Onomastics…huh?


nameDid you know there’s a field of study devoted to origin, use, and history of proper names? It’s called Onomastics. What’s more, the person who studies it is called an Onomast. The Onomast is into all names — from people and places, to animals, roads, and even chocolates. As you read in yesterday’s post, many names originated as meaningful words for occupations. Joe the Baker became Joe Baker. His son Joe Jr. might have been called Joe Bakerson. The Bakers throughout Europe became Bakker, Bager, Pagar, Boulange, Besitzer, Panettiere, Rzecz, Padeiro, Mierii, Panadero, and Pobydd. 

There’s so much more under the large umbrella of Onomastics. In fact, there are many fields of study associated with it.

Did you ever stopped to think anthropologists, archaeologists, and sociologists would study names to learn about human societies, past civilizations, or for evidence of social change? I really never gave it much thought until my husband developed his genealogy hobby. While family genealogy hobbyists hunt down clues to their past, historians study names for evidence of the past such as settlement areas and migration patterns. There’s even a branch of name study called philology that looks to names for clues regarding lost or early languages. Lexicographers also get into names and study them for the words and word meanings that names are comprised of. Who knew geographers combed names for evidence of early landscapes?

Today I’m peeking into the fields of geography and lexicography and talking place names, or more formally, toponyms. I can’t possibly list them all without blowing my blog to smithereens, so this is only a short list. Many show up with prefixes such as Ab, Di, Du, O’, Fitz  and others have suffixes such as son, sen, dze and ski. Many surnames have both.

Example:
t
he people who lived by water could take the name Brook, Beck, Brooke, and Rivers. The following are toponyms for four key geographic features:

Water
A
rroyo, Hooker, Horne, Beeks, Bach, Bachmeier, Burnes, Beverly, Bachmann, Puro, Head, Ruisseau, Patak, Crawford, Ford, Ewart, Daugherty, Rzecz, Marsh, Sanka, Moeras, Marais, Marécage, Sumpflander, Sands, Sandford, Seymore, DiPalude, Pantano, Acquitrino, Lavlanderson Baader, Lago, Ware, Dalgalar, Walton, Blackburn, Poole, Meer, Newport, Lamar, Eau Claire,  Rush,  Llyn, Vance, Witmore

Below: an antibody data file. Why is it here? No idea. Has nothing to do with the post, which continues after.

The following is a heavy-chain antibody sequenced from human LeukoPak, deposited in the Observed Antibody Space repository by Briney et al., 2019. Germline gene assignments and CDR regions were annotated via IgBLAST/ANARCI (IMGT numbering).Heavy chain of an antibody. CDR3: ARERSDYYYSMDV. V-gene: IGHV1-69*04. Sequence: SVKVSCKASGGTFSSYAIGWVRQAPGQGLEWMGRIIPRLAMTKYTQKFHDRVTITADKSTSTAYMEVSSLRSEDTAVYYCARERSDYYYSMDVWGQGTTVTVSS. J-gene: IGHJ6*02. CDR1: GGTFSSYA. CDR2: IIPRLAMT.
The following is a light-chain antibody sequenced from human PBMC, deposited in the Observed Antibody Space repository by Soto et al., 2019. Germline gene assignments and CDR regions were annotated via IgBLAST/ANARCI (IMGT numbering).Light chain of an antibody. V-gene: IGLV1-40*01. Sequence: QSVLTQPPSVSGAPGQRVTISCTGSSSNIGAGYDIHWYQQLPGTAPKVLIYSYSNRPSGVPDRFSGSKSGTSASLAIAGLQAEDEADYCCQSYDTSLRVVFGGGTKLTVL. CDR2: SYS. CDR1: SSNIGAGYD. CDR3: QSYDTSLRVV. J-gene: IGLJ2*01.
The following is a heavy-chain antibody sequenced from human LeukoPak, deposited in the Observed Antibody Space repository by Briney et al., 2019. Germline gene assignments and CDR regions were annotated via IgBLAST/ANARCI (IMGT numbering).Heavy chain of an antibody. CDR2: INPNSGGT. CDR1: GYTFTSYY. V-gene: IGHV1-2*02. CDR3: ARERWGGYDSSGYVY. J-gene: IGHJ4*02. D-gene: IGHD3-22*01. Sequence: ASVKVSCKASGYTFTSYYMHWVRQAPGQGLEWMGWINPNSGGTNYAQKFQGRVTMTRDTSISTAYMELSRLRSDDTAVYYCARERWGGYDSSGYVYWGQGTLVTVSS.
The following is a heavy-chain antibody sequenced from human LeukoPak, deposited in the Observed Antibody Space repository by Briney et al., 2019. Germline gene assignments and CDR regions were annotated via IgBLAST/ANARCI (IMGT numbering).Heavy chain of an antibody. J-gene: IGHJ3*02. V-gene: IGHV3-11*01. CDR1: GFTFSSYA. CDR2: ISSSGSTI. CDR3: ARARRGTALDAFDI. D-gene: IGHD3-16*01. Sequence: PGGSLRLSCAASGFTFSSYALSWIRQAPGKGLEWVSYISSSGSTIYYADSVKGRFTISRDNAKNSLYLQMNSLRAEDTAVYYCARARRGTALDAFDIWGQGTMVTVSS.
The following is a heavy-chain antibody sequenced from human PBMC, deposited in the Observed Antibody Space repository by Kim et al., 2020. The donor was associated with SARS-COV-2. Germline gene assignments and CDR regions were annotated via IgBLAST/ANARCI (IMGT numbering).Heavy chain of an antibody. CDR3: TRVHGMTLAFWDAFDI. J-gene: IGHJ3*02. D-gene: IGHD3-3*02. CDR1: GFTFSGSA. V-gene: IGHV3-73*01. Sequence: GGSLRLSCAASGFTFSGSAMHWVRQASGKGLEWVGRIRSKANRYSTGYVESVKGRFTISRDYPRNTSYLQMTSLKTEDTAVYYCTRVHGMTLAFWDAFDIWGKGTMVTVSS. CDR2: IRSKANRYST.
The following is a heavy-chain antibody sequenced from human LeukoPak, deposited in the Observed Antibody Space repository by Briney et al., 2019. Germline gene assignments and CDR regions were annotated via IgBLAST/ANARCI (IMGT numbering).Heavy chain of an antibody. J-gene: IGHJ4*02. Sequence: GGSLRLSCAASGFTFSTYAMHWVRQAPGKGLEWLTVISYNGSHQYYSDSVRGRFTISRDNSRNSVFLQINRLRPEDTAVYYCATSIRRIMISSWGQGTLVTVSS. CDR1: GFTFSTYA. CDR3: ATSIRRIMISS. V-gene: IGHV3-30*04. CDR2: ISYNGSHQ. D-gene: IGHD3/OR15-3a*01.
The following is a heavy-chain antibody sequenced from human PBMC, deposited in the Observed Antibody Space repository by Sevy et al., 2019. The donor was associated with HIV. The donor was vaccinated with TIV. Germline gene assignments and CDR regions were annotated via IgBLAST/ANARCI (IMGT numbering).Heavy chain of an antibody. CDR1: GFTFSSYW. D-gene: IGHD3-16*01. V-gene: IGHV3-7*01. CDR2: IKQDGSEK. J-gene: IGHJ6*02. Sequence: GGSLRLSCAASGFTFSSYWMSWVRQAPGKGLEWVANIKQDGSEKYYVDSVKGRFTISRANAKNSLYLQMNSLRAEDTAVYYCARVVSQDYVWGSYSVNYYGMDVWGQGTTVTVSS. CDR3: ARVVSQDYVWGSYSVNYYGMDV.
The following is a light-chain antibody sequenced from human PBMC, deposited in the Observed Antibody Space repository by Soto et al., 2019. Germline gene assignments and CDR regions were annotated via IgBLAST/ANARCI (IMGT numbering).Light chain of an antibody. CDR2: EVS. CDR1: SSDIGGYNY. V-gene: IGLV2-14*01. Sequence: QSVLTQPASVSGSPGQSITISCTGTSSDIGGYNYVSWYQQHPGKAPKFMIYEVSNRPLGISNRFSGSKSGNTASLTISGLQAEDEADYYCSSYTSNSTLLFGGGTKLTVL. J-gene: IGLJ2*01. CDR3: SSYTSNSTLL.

Valley
Dyffryn, Valle, Vale, Dale, Dolina, Wied, Slėnis, Valatti, Gleann, Glen, Glenn, Ebene, Laakso, Dahl, Craft, Bently, Combs, Coombs, Dean, Harden, Harley, Marsden, Ogden, Stainthorpe, Westley, Summerfield, Winterbottom

Mountains and hilly ground
Fjell, Hora, Bjerg, Brandon, Berg, Berger, Mägi, Vuori, Montagne, Monceau, Montana, Montagna, Monte, Haight, Bray, Hull, Huff,  Brent, Hyland, Hill, Radcliffe, Hills, Kulle, Colline, Colina, Wzgórze, Helling, Haug, Heuvel, Attenberg, Cantrell, Downs, Downer, Harlow, Underhill, Salita, Winslow

Forest, woodlands, and fields
Houtman, Ash, Greene, Hollins, Holt, Ashe, Holly, Beasley, Boyce, DuBois, Buckley, Delaney, Fay, Shiel, Forrester, Haywood, Lockewood, Woods, Wood, Hurst, Garland, Gore, Hayward, Hays, Hayland, Rhodes, Roscoe, Selby, Shaw, Stroud, Timberlake, Vernon, Timberlane, Wooton, Woodward, York

That was exhausting. lol And that’s just a drop in the ocean of names. If you’d like to see what your own surname means, try Ancestry.com Your name might be a toponym.

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002xbqkt
Another 100 Things Blogging Challenge! For 100 days, I’ll post something from my chosen topic: Words on the Verge of Extinction. There are 92 entries to come.

Here’s one for today:

Sinapistic (adjective 1879)

consisting of mustard

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Hump Day Hook
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Horny Hump Day

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First Kiss Wednesday
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4 Us iconToday we have a guest blog with author Amber Skyze
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All through January the RB4U authors are doing interviews. The thoughtful questions are a great way to get to know us. Commenting that day gives you a chance to win a collectable t-shirt. Come see!

Right now the COLD SNOW, HOT ROMANCE CONTEST is on! Three winners will each receive a $25 gift card for Amazon/Barnes & Noble, and split the other prizes randomly picked from prize list. Be sure to check all our pages for news about authors and their books, publishers and their books, and industry representatives. http://www.romancebooks4us.com/

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First Kiss Wednesday ~ share your best 300 word kiss.
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About ~RoseAnderson

Rose Anderson is an award-winning author and dilettante who loves great conversation and delights in discovering interesting things to weave into stories. Rose also writes under the pen name Madeline Archer.
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4 Responses to Onomastics…huh?

  1. melissakeir says:

    I love looking up meanings of names. My family’s surname is Watling and it’s pretty famous…from Belle Watling in Gone With the Wind to Watling’s Pub in London…we got around. My husband’s family is from Scotland on both sides and the history there is amazing. Tartan prints and so many stories. 🙂

    • The tartans are worth a blog post all by themselves! I have MacKenzie in my background –green, blue, black, and white plaid. Have you discovered what Watling means? I get “pledge” when I look it up.

  2. vicki says:

    I had to look up two: Means which I knew was McMeans and Batman which we knew was servant. Yes, people, it is a real last name. lol thanks, Rose

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